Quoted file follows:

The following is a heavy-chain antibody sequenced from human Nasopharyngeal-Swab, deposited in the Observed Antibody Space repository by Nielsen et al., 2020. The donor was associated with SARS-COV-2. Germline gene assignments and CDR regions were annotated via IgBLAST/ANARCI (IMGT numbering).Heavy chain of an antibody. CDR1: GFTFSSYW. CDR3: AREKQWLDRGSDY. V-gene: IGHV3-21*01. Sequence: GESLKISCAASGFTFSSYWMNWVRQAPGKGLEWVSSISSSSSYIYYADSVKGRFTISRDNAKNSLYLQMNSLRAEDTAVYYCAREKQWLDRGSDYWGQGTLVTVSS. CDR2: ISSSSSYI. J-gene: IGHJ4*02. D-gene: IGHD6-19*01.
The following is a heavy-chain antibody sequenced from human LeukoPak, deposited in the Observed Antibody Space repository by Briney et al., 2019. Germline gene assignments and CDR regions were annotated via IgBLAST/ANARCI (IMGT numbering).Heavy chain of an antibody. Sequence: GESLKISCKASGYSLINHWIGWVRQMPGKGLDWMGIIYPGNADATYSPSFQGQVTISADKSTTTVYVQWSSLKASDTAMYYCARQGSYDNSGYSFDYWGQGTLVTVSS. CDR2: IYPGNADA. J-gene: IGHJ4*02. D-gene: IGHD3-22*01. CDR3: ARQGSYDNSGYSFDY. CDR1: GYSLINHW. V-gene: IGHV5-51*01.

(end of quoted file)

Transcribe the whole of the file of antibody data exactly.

The following is a heavy-chain antibody sequenced from human Nasopharyngeal-Swab, deposited in the Observed Antibody Space repository by Nielsen et al., 2020. The donor was associated with SARS-COV-2. Germline gene assignments and CDR regions were annotated via IgBLAST/ANARCI (IMGT numbering).Heavy chain of an antibody. CDR1: GFTFSSYW. CDR3: AREKQWLDRGSDY. V-gene: IGHV3-21*01. Sequence: GESLKISCAASGFTFSSYWMNWVRQAPGKGLEWVSSISSSSSYIYYADSVKGRFTISRDNAKNSLYLQMNSLRAEDTAVYYCAREKQWLDRGSDYWGQGTLVTVSS. CDR2: ISSSSSYI. J-gene: IGHJ4*02. D-gene: IGHD6-19*01.
The following is a heavy-chain antibody sequenced from human LeukoPak, deposited in the Observed Antibody Space repository by Briney et al., 2019. Germline gene assignments and CDR regions were annotated via IgBLAST/ANARCI (IMGT numbering).Heavy chain of an antibody. Sequence: GESLKISCKASGYSLINHWIGWVRQMPGKGLDWMGIIYPGNADATYSPSFQGQVTISADKSTTTVYVQWSSLKASDTAMYYCARQGSYDNSGYSFDYWGQGTLVTVSS. CDR2: IYPGNADA. J-gene: IGHJ4*02. D-gene: IGHD3-22*01. CDR3: ARQGSYDNSGYSFDY. CDR1: GYSLINHW. V-gene: IGHV5-51*01.